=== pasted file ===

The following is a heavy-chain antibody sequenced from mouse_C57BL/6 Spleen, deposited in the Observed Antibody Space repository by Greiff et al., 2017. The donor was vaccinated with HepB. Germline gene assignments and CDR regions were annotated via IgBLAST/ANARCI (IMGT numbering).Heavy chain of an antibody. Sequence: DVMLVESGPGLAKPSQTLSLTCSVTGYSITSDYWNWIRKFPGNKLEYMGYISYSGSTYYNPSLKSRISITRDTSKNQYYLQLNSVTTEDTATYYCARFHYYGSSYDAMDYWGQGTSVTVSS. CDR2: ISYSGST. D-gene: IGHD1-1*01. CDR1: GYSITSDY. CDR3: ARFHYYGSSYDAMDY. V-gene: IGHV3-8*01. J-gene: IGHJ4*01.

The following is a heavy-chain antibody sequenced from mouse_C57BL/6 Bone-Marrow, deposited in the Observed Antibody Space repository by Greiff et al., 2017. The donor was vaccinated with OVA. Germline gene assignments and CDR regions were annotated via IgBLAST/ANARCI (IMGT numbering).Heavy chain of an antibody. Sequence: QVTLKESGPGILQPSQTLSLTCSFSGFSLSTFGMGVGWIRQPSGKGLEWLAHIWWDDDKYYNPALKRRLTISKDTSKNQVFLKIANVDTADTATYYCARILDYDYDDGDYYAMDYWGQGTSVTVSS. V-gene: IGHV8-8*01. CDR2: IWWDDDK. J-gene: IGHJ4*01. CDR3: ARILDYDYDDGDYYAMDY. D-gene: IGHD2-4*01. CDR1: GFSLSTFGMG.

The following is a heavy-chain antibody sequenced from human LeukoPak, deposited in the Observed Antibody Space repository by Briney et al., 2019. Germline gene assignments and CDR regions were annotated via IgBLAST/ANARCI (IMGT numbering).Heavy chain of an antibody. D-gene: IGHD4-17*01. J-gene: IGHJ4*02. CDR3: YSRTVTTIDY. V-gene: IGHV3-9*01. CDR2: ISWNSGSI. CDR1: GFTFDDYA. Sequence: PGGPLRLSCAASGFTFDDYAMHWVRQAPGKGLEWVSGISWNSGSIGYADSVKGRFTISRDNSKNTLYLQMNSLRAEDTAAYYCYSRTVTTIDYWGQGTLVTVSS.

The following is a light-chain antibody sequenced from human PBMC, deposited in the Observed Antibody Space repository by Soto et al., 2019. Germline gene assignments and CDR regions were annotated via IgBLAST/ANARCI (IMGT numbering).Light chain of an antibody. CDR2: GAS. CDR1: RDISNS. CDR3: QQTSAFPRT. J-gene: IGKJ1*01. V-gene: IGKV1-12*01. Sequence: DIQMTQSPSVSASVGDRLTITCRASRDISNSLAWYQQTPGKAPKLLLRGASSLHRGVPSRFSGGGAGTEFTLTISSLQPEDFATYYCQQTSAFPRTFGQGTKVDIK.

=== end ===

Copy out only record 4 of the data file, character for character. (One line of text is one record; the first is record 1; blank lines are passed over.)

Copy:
The following is a light-chain antibody sequenced from human PBMC, deposited in the Observed Antibody Space repository by Soto et al., 2019. Germline gene assignments and CDR regions were annotated via IgBLAST/ANARCI (IMGT numbering).Light chain of an antibody. CDR2: GAS. CDR1: RDISNS. CDR3: QQTSAFPRT. J-gene: IGKJ1*01. V-gene: IGKV1-12*01. Sequence: DIQMTQSPSVSASVGDRLTITCRASRDISNSLAWYQQTPGKAPKLLLRGASSLHRGVPSRFSGGGAGTEFTLTISSLQPEDFATYYCQQTSAFPRTFGQGTKVDIK.